From today’s The Guardian:
Larry Allen has worked in various jobs at Dallas Fort Worth international airport for over 40 years.
Before the pandemic, Allen worked as a baggage handler, making just over $2 an hour and relying on tips to get by. When Covid-19 hit the US, Allen was told not to come back into work and wasn’t recalled until one year later, when he took a position as a wheelchair agent.
He now makes only $8 an hour, plus tips, but those tips aren’t guaranteed and can vary widely and he relies on social security benefits and Medicare. In his late 60s, Allen walks a few miles every day at work, and at his age worries about the physical toll working in the airport has taken on his body and his ability to eventually retire comfortably.
He is pushing to organize a union among his co-workers at the airport to improve wages, benefits and working conditions.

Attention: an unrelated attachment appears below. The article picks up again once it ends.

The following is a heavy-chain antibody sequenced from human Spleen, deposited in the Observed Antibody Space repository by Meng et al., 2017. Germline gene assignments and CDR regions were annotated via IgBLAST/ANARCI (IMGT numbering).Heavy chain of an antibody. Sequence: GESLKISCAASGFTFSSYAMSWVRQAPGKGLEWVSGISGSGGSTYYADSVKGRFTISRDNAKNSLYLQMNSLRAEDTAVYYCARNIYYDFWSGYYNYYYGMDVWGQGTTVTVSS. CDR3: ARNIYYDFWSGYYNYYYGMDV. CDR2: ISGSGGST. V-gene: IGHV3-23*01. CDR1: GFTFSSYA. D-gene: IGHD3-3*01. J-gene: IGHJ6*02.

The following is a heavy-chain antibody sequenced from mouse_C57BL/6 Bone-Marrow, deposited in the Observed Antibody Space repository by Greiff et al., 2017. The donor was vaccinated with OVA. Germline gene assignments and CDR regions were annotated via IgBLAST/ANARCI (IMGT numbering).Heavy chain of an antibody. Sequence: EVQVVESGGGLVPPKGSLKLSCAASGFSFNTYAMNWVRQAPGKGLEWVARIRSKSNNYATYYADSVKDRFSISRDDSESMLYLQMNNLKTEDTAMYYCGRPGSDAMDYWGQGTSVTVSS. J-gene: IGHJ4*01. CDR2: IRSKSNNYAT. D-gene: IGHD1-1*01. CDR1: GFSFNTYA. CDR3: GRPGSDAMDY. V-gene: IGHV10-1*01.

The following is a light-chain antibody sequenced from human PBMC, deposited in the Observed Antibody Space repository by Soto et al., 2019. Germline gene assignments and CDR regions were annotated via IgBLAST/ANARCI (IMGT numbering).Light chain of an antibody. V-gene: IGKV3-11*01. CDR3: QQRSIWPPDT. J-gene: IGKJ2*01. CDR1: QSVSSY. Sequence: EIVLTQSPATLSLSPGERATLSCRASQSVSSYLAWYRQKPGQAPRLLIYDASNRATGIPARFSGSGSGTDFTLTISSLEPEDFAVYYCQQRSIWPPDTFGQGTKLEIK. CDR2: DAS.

“We need more money and more respect for the work we do. Eight dollars an hour is just not enough,” said Allen. “A union is an advantage, to get proper wage and insurance so if you get sick, you’ll have some medical coverage, and if something happens, you’ll have somebody to represent you and back you up.”
Allen is one of many airport workers around the US who took part in protest actions last month to pressure government officials at local, state and federal levels, and the CEOs of large airlines, including United, Delta and American Airlines, to sign on to a Good Airports pledge, committing to ensuring airport workers are paid living wages, provided affordable healthcare and have the right to organize a union.
The actions were part of a campaign led by the Service Employees International Union (SEIU) for airport workers to bargain through a union for improved pay, working conditions, healthcare and sick leave.
Read the complete story here.